There’s a wonderful NPR story about how Stephanie Disney (audiologist at the Commission for Children with Special Health Care Needs) met her (then 2-and-a-half-year-old) daughter, Rudy. Disney recalls, “my heart recognized her immediately.” In the story, Disney says, “I am the whitest of white women, and my daughter is some indefinable combination of all that is beautiful from at least three races: curly dark hair, petite features, freckles, a golden tan skin tone, one blue eye and one brown. If her race had only one name, it would be perfection. I understand that everyone wants love and acceptance. And these are such rare gifts, that when people see them freely demonstrated, they are compelled to seek the source. Recently, Rudy surprised me when a white-haired lady, standing right beside us, asked if I was her mother. Rudy threw the lady a disbelieving glance and said, ‘Well, she helps me with multiplication, fixes my hair, kisses me and we both have freckles on our noses; who else could she be?'”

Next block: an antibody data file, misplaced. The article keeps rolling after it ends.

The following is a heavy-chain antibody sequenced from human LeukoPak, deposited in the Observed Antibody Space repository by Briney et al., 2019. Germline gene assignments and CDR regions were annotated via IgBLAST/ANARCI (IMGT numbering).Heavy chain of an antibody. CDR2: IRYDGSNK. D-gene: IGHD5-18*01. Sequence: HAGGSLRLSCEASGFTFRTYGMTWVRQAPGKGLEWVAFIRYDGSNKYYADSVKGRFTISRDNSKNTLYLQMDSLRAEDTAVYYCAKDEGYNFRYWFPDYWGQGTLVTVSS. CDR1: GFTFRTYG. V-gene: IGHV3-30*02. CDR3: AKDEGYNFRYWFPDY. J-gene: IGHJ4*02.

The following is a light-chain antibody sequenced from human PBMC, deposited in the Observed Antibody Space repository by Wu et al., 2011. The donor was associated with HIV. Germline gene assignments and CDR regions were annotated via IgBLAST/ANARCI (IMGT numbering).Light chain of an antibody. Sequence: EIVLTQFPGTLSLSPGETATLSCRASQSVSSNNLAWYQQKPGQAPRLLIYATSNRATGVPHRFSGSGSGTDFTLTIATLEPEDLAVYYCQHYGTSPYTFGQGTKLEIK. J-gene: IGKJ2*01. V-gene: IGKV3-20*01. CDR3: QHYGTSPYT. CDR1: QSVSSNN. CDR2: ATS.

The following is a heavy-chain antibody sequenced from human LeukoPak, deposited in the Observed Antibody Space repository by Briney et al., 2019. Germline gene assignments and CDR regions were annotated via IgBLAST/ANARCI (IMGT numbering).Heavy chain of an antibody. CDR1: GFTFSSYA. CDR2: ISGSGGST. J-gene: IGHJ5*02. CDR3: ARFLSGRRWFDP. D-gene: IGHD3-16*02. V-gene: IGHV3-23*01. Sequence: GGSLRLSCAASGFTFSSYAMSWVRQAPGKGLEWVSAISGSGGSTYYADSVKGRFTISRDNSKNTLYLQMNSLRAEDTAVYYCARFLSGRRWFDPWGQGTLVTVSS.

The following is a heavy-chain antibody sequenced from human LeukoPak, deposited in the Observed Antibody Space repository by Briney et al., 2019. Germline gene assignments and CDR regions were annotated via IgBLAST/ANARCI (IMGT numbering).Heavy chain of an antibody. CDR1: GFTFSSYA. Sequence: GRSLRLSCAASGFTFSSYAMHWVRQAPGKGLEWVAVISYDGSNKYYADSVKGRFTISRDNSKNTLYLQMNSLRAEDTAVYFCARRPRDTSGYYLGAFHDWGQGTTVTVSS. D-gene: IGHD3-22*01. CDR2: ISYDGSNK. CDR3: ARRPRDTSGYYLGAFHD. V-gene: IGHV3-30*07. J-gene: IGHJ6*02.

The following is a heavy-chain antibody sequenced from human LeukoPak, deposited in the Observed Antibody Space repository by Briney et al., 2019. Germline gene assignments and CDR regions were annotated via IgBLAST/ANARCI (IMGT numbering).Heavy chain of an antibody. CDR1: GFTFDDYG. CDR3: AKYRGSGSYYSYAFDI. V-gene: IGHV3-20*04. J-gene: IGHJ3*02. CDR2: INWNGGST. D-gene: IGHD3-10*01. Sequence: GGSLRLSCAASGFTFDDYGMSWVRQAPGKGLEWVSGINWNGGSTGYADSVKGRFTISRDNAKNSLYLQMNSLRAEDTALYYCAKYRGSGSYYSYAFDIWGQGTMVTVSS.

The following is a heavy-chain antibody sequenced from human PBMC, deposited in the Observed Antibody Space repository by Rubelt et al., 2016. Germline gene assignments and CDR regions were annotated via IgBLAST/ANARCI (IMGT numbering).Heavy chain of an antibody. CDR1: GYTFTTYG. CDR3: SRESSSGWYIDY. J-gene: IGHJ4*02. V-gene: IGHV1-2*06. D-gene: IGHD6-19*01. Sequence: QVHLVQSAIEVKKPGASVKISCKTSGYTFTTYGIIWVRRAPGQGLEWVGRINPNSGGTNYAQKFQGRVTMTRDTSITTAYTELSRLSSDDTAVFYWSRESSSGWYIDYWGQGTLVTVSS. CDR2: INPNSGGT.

I’m grateful for Maria Shriver’s take on this. “Now, I didn’t grow up with tenderness. I didn’t hear the courageous people around me even speak the word. But I have felt tenderness in my life and I know that it can be life-changing. Bestowing tenderness on an individual allows a person to feel seen. It allows them to soften and feel their worth… That’s very different from just being told you are worthy. When you actually “feel” worthy—when you feel seen, valued, and understood—you feel as though you belong. You feel as though you can stand up, put your shoulders back, and speak up. Tenderness bestows courage, and it requires courage to bestow tenderness… Once you become awake to tenderness, you can see how much more powerful it is than rage.”

When my ego doesn’t need to be propped up, I don’t need to win any shouting match (which isn’t to say shouting doesn’t feel cathartic for wee bit).
Our well-being is grounded in grace. And grace is a voice much bigger than all the other attachments where we may park value or significance. We see that dignity alive in the hearts and souls of those around us. Now, courage takes on a new meaning. Giving us the permission to say yes to choices that invite more soft hearts in a world that needs them.
When we see with our heart, we know that, regardless of our differences, we are on this journey together. A tender heart affirms the inherent value in others, and asks, “What’s next?”
You know, the question the Good Samaritan asked as he stopped for the man in ditch. Why? Because he knew what it was like to be wounded too. You see, once we are open…